SUNDAY, SEPTEMBERS 3, 1961
THE MICHIGAN DAILY
SUNDAY, SEPTEMBER 3,1967 THE MICHIGAN DAILY PAGE THREE
Member of U.S. Group Notes
Election's Promise, Problems
Fir st Elective Government
Thieu Victory Likely;
Deny Rumors of Coup
SAIGON (P) -South Vietnam's
voters,capping a campaign mark-
ed by political controversy, Red
terrorist attacks and finally dis-
counted rumors of a coup attempt,
elect a new government today to
supplant their military regime.
Chief of State Nguyen Van
Thieu, a lieutenant general who
1 is considered the front-runner
among 11-candidates for president,
said the election "will be the
crowning achievement of this
arduous process of democracy
About 80 per cent of the na-
tion's 5.85 million eligible voters-
peasants, villagers and city dwell-
ers-were expected to turn out to
choose the president, vice presi-
dent and ,60-member senate.
Must Be Sure of Results
Thieu told newsmen that if he
wins under a cloud of fraud
charges and the National Assem-
bly finds there are proven irregu-
larities, "I will give up the office."
"The people and the country
are most important," he said.
Speculation about a possible
coup attempt arose from the ar-
rest yesterday of three military
EDITOR'S NOTE: Polling
'stations of South Vietnam are
to be open from 7 a.m. to 4
p.m. Saigon time today for the
election of a presidential slate
and a 60-member senate. First
returns are expected about
three hours after the polls
close. That would be about 7
a.m. EDT today.
officers, including Col. Pham Van
Lieu, a former head of the na-
tional police, Intelligence sources
said Lieu was picked up on a
charge of working for the election
of a civilian presidential candi-
date, Assembly Speaker Phan
The chief of state denied there
were any political implications.
Thieu told newsmen the officers
M had left their posts and come to
Saigon and "were arrested for dis-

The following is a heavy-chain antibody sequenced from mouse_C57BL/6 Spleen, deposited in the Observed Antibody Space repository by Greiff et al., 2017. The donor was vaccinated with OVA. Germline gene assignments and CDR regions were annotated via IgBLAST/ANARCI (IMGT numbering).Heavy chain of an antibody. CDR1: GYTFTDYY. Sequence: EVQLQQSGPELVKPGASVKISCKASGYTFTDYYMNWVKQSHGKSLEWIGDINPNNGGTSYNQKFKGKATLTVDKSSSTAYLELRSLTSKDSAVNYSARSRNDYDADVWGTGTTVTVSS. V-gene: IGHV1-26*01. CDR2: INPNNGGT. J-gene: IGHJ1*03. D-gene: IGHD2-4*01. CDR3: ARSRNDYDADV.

ciplinary, not political reasons."
"Now, with the quiet of night
upon us, I hope that the people
will elect a good leader with
enough courage to bring victory
to our beautiful homeland."
Communist guerrillas staged a
series of election-eve attacks.
Five terrorists, one carrying 20
pounds of TNT, were shot dead
in a raid in which 14 homes were
destroyed at 'am Ky, a provin-
cial capital 320 miles northeast of
* U.S. sources said 190 civilians
were killed by terrorists in the
past week. They listed 426 civil-
ians wounded and 237 kidnaped
in the Red ,campaign to intimi-
date the voters.
A grenade exploded late last
night outside the Saigon residence
of two American generals, the
second time in 24 hours that a
grenade had been tossed at the
First Free Election
The blast occurred outside the
quarters of Brig. Gen. Winant
Sidle, chief of the public infor-
mation division in Gen. West-
moreland's command. Sidle shares
the residence with Brig. Gen.
Franklin Davis, chief of personnel.
' The voting was regarded as the
first free election of national gov-
ernment officers, in South Viet-
nam's history, a step that could
help bring more stability to the
war-torn nation. Observers from
at least 24 countries, including 22
Americans sent by President
Johnson, and 600 newsmen were
on hand to see how fair it was.
Previously Rule by Decree .
Thieu, 44, and Ky, 36, have
ruled by decree since June 1965.
Their civilian opponents accused
them in a bitter, month-long
campaign of subverting and rig-